Be Brave! No fear to communicate with anyone, even Deaf or hearing people because I have to learn their sign language and culture at the same time. I told some government officers that I don’t carry interpreter in my school backpack!

Deaf Advantages:
Really no different. Just that hearing media staff would say WOW! Deaf can capture their attention. Deaf people are much friendly in different countries, easy to connect with them anywhere if we need their help or support instantly.

No Barriers is the key– just DO IT! Do something different that other business or ideas are not same as yours. Don’t do “copy-cat.”

Sheena McFeely

Children’s Book Author and Creator of ASLNook

My life story— being the only Deaf kid in my family and raising two girls using ASL. So I channeled my frustrations into what’s now called ASL Nook. Would I be where I am today without my experiences – both good and bad? No way.

Doing everything on my own – writing my own script, directing my own family, editing, running my own website, and posting everything on social media. But I am fortunate to have those skills to run something like ASL Nook.

Deaf Advantages:
Being Deaf and a momma to two girls – one Deaf and one a CODA – does give me the edge. But that’s not it. It’s working hard – I mean really hard – to get where I am today. As I get older, I’m finding out that more people like to talk than do the work. If you can do the latter, then you’re ahead of the game.

Think like a chef. When you decide to show the world your work, go out with a bang each time! And if its not good quality, fine-tune it. Work hard and walk the talk.

It is funny how everything worked out. I used to act and wanted to be a film maker. Then all changed when I realized I wanted more time with my friends, family, and life. As soon I became a mother, my children completed that circle for me. Good thing I had some experience under my belt to eventually put my acting and film making skills from many years ago to good use now. It might not be in Hollywood, but this is for something even grander. Spreading the sign to all kinds of people. That’s something irreplaceable.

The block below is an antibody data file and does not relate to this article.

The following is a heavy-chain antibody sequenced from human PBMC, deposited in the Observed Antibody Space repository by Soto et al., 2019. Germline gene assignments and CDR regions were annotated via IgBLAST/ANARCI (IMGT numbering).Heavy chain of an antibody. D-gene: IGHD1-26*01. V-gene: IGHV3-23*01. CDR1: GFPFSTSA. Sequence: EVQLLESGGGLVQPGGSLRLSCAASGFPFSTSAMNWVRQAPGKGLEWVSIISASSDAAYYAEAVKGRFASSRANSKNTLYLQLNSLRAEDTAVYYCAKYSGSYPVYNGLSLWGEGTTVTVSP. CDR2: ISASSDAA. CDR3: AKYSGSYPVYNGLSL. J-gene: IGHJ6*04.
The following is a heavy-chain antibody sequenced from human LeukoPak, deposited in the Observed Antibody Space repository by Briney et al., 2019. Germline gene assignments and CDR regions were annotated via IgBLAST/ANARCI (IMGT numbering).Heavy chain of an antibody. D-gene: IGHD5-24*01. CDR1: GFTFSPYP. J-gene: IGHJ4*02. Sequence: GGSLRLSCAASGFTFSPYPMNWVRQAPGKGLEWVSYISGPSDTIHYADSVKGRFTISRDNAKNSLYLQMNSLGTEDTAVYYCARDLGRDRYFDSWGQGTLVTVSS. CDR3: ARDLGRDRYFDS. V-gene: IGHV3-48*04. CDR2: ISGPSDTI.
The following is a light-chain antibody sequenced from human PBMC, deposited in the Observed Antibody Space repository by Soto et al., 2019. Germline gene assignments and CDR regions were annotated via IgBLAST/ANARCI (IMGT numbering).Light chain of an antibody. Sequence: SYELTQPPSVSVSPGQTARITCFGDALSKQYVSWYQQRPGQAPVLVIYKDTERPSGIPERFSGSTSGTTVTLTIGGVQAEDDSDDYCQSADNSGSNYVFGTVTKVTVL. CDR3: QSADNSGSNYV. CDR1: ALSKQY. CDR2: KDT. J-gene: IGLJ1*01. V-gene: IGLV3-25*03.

Do it only if you are passionate and in love with your vision. And if you do rise, be humble. It’ll only take you even farther.

Braam Jordaan

Filmmaker and Advocate

(As a filmmaker) I grew up in a colorful environment. Film and animation are very visual-driven and colors are my music, my father is a wonderful storyteller and my mom a perfectionist. I naturally gravitated towards the world of visual arts and entertainment.

(As an advocate) I draw inspiration from the very community I am a part of. Uplifting the communities through my visual work, portraying strong messages of hope and happiness is a true reflection of the cultural pride I inherited as a Deaf person.

Effectively addressing the needs of different abilities called for listening to the “voices” of people with different abilities and proactively engaging them in policy decision-making. They were often overlooked in the policy planning and as result, their programmes were seldom inclusive.

The attitudinal barriers or bigotry are the biggest barriers I had to overcome. People are shocked to learn that Deaf people are lawyers and doctors, CEOs and managers, hold PhDs, have meaningful work, own homes and have families. We are people first, not Deaf first, and our abilities — not our disability — need to be the focus. We can do anything except… nothing!

Deaf Advantages:
Of course! Deaf culture, by its very nature is very visual. From our attuned senses, to our communication methods, we offer a very unique perspective.

Using creative methods engages people emotionally, stimulates thinking and creates a climate for greater understanding. Make sure you do your homework and use the power of social media wisely! Advocacy work can be very tough and cumbersome but it can also be a very rewarding experience, especially when you see the difference you are making in people’s lives.

These interviews represent only a small number of the countless individuals who are out there proving on a daily basis that when you have passion and motivation, anything is possible! Talented people who are d/Deaf can be found in every field at every level, working harder than most to rise up through the ranks. Deafness is not a barrier to success, but prejudice ignorance can be. I am excited and honored to share perspectives from Deaf professionals pursuing careers they love, and I look forward to future installments in this series!

DeafTalent Everywhere! Part I

Too often, young people who are deaf are discouraged from following their dreams. They are told “you can’t…” or “you won’t be able to…” and they are pushed to into careers that they are not passionate about. In reality, however, there are very few jobs Deaf people “can’t” do, especially once small adjustments are made to accommodate their specific skills and abilities. At the end of the day, our society limits people more than the actual experience of deafness ever could.